The best Field Day event for me was the big guys' soccer game. We had a student who was Finish named Hans Nyman. His father owned a match factory up on the hill above the school, and the Nyman kids were allowed to attend RVA, even though their parents were not missionaries. They rode horses to school every day. Hans was the star of the soccer game. He would run full tilt down the field dribbling the ball and never lose it. When he was going full steam, he actuary settled down much closer to the ground as his legs flew out in all directions. He was not a star striker, so the forwards had to finish the performance for Hans. It was a show, and best of all, Hans was a fellow member of Livingston House. And, I was in Green Tree cheering Hans on.

In later years, on Field Day, I tried my hand at the javelin toss. I was fair, but the cost of mastery of the javelin is a very sore head. You see, when you toss the thing, if you don't get it off just right, the tail end of the javelin will flip down and bang you on the back of the head.

I wanted to toss the hammer too, but there were some beefy boys bigger than me, and size is everything with the hammer. If you toss the hammer, and if you are a bit on the light side, the hammer tends to try to toss you. It is a case of the tail wagging the dog. So, I spent hours tossing the javelin and the discus.

I suspect Green Tree may have died by now or been cut down. Progress is a deadly invention, and the trees in Africa are no longer immune from progress, whatever that is. The above tree is on the campus of Rift Valley Academy, but I am not sure it is THE Green Tree of this story.



As you stand on the verandah of the school building at Rift Valley Academy and look out over the Rift Valley, to the left is a line of cedar trees. I don't know where they came from. They were astoundingly tall, maybe as much as seventy feet. They seemed to be different than other cedar trees in the area. I loved to climb trees, so it one day occurred to me that I could climb one of those trees.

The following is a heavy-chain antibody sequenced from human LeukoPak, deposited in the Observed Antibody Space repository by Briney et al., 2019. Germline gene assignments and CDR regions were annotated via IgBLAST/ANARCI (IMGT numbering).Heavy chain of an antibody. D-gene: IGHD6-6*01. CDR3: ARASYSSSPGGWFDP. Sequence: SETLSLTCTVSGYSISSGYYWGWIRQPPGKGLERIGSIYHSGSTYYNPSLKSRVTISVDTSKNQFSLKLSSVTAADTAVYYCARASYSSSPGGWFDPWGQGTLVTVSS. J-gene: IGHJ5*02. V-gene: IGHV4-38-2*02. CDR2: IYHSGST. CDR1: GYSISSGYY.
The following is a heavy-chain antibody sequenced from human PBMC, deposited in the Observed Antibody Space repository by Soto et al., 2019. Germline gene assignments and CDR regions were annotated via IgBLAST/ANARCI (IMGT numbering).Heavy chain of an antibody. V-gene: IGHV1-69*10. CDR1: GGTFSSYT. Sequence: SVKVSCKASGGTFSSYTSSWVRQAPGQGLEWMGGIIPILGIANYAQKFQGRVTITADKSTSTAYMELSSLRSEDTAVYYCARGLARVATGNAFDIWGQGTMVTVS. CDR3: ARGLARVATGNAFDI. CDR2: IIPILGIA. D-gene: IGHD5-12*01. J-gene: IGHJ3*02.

It also occurred to me that falling out of the tree was not an option, at least if I wanted to claim to have reached the tip top. Also, I realized that the best plan was not to ask permission but to apologize later if I was considered too young to climb that high. I was in about sixth grade.

So, I managed to get up to the first limb, and the rest was all about moving very cautiously upward. As with all cedars, there was sap oozing out of the tree in many places, and I ended up a sticky mess. But, I managed to reach the top, at least the point at which the tree top started swinging around a bit from my weight.

Now, the best part. I made myself comfortable, at least sort of, and I began to look at the world from above. My Dad had given me a sense of wonder, and I could always take in plenty of choice memories at such times. I was so high I could see over the big main building of the school. The Great Rift Valley to the south was much bigger from my perch in that tree, and I will not accept your claims that this is impossible unless you climb the tree yourself and disprove me by valid research. Mount Logonot, a volcano in the middle of the Rift Valley, was much bigger from up there also. Here is another adventure on Mount Longonot.

Climbing down is always harder than climbing up. I actually got a bit nervous for a kid my age, and when I finally jumped back down on the ground, I was actually shaking, which sixth graders never do in mixed company. I determined that I should never do that again. About a week later, I reconsidered, and I decided I had survived one climb..... why not a second. There were many climbs over the next year or so, and then I started hiking in the forests above the school, and the cedar trees seemed a bit benign.